Pickerel frog (Lithobates palustris)
|Size||Male length: 4 - 5.8 cm (2)|
Female length: 5.5 - 7.2 cm (2)
Male weight: 6.2 - 17.6 g (2)
Female weight: 19.7 - 45.7 g (2)
The pickerel frog is classified as Least Concern (LC) on the IUCN Red List (1).
A relatively common, medium-sized amphibian found in North America (2), the pickerel frog (Lithobates palustris) is characterised by squarish or rectangular-shaped spots or blotches which run in two parallel lines along its back. The pickerel frog is often mistaken for the northern leopard frog (Lithobates pipiens), but the shape of the distinctive blotches can be used to distinguish the two species, with the northern leopard frog having more oval-shaped spots (2) (3) (4).
Generally, the pickerel frog is tan, bronze, light brown or greenish-grey above, and the dark spots are rusty brown with black borders (2) (4) (5). In some parts of the pickerel frog’s range, the spots on the back may merge, forming bars or stripes (3). The underside of this species is usually white (2) (4), although this also varies across its range, being white in some regions and mottled with brown in others (3). The legs of the pickerel frog have bold dark bands (2), and the underside of the hind leg is yellow or orange. There is a light-coloured stripe running along the jaw (3), while the back has a thick yellow, white or cream stripe running from the ear to the pelvis (2) (3) (4).
The female pickerel frog is usually larger and darker than the male. The male may also be distinguished during the breeding season by an internal vocal sac found between the tympanum and the foreleg, and by its swollen thumbs (2). Tadpoles of the pickerel frog are yellowish to yellowish-brown, becoming more olive-green to grey-brown above and creamy white below as they grow (5) (6).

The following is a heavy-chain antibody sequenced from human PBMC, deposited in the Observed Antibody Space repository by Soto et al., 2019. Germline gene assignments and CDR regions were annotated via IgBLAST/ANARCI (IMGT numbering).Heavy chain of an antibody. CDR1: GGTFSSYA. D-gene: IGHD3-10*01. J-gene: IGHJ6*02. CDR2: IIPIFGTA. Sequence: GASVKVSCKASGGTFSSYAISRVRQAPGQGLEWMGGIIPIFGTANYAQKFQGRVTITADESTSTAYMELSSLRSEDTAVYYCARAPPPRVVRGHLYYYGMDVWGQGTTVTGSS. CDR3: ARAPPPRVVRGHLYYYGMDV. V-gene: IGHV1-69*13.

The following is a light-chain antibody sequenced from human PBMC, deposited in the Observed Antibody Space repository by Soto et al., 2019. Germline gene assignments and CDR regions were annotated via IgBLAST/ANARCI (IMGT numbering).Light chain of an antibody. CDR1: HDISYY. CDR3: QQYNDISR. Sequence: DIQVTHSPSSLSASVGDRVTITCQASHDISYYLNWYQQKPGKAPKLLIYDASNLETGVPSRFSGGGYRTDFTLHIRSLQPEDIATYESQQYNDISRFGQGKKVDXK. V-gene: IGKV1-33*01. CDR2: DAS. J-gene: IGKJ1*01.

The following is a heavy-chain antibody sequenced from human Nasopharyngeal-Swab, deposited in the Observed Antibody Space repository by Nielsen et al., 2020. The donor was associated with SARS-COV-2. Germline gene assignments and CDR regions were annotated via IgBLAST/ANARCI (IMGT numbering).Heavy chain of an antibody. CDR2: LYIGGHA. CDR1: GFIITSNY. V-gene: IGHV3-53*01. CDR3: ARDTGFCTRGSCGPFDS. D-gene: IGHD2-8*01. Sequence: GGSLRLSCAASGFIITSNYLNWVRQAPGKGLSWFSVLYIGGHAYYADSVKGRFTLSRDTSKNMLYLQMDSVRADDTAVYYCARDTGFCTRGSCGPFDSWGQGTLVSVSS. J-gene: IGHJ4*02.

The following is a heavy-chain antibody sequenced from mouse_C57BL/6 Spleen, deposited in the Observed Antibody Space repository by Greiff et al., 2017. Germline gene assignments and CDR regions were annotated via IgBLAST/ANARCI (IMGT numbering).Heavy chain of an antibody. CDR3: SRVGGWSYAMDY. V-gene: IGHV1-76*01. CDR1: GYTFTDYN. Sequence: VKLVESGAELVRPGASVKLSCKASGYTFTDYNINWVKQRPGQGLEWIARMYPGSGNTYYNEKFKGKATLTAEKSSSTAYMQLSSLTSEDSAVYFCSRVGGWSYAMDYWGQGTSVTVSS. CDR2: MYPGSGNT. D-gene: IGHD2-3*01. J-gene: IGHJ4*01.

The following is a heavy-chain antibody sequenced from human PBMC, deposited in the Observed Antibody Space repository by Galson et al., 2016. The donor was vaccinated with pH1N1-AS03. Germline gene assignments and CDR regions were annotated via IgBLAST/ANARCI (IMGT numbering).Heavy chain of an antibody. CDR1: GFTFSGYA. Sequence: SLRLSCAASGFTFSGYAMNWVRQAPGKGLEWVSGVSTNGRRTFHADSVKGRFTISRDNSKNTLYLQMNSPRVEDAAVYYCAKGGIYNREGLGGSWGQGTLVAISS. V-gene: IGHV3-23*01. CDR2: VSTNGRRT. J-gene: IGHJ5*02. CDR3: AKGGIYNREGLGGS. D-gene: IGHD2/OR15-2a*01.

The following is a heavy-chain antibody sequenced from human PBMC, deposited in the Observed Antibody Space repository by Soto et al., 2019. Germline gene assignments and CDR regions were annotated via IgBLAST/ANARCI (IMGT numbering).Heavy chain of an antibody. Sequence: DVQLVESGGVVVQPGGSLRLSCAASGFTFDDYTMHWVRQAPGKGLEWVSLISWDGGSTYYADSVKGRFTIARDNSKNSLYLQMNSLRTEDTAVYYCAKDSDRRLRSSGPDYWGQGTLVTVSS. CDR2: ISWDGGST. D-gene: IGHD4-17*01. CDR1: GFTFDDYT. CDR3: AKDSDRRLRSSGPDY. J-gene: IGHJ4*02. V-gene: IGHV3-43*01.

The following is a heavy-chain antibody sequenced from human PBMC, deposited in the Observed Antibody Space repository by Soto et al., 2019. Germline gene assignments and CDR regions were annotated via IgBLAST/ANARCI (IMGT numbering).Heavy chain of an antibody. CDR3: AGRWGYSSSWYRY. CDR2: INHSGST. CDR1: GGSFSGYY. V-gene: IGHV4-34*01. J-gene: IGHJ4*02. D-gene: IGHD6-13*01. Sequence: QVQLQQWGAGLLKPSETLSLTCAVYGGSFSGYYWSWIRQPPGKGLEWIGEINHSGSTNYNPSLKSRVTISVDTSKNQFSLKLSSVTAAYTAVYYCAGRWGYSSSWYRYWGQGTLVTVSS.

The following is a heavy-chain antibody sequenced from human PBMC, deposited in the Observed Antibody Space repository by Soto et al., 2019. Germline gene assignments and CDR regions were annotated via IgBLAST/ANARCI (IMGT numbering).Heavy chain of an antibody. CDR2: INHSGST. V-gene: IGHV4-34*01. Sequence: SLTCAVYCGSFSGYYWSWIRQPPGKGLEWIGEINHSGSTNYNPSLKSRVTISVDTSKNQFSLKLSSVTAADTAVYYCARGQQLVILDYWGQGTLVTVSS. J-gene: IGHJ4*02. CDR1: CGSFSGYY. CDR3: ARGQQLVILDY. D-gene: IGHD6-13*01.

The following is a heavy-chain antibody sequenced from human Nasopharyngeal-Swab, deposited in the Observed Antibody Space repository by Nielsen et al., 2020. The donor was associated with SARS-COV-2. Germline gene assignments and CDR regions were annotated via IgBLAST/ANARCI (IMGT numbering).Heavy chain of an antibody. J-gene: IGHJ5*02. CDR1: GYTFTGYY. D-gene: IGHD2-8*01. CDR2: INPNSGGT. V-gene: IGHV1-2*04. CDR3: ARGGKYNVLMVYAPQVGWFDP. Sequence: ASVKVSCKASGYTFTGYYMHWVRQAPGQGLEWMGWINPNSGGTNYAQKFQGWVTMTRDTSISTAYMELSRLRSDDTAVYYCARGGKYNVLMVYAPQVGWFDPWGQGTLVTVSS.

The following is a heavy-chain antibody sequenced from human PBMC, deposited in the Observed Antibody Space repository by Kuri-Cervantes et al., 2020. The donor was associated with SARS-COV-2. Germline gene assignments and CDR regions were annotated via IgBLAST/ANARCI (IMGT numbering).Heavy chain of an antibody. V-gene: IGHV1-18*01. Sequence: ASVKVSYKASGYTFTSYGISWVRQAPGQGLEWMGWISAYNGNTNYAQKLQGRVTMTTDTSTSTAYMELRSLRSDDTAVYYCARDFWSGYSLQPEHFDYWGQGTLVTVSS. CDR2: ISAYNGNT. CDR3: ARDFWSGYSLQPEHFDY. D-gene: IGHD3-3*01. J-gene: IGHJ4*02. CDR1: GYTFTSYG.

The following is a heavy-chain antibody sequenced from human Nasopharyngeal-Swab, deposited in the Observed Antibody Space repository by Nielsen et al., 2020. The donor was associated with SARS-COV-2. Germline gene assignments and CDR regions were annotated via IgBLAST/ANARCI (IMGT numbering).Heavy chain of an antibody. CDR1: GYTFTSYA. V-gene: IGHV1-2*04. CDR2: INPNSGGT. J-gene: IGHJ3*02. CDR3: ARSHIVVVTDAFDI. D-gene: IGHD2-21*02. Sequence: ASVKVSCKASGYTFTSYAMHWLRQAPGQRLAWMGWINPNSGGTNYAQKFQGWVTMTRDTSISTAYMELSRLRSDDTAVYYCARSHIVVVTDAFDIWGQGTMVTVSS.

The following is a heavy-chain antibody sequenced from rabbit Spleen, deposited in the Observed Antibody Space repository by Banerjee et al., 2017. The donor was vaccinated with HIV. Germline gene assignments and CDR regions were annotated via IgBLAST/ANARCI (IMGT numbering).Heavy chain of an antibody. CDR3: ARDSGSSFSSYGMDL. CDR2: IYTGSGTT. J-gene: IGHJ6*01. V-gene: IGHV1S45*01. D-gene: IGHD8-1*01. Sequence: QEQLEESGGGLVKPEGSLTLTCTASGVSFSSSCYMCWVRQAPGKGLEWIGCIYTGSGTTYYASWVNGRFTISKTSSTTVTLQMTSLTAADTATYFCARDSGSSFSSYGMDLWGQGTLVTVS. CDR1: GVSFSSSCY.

The call of the pickerel frog resembles the sound of tearing cloth or a quiet, long, drawn-out snore (2) (5).
The pickerel frog occurs throughout the eastern United States, ranging from Wisconsin south to South Carolina and northern Georgia, and west to Texas. This species also occurs in southern Canada (1) (2).
The pickerel frog is absent from the extreme south-eastern part of the country (1) (2), including most of the Gulf Coast and Florida, as well as central Illinois and northwest Ohio (2).
The pickerel frog is usually found in habitats with slow-moving water and low, dense vegetation. This species lays its eggs in standing water, in a woodland pond, stream pool or flooded ditch, where there are few or no fish (1).
After breeding, the pickerel frog will disperse from the breeding sites and move to a nearby wetland or upland area, such as a swamp, marsh, stream, meadow or damp wood (2) (1) (3). It is often found near cool, clear streams and ponds in the more northern parts of its range, while in the south it may inhabit warm, turbid swamps (1).
During the winter, the pickerel frog hibernates in the mud in the bottom of ponds, or in ravines, springs or under rocks. In some areas it may hibernate in caves (1) (2).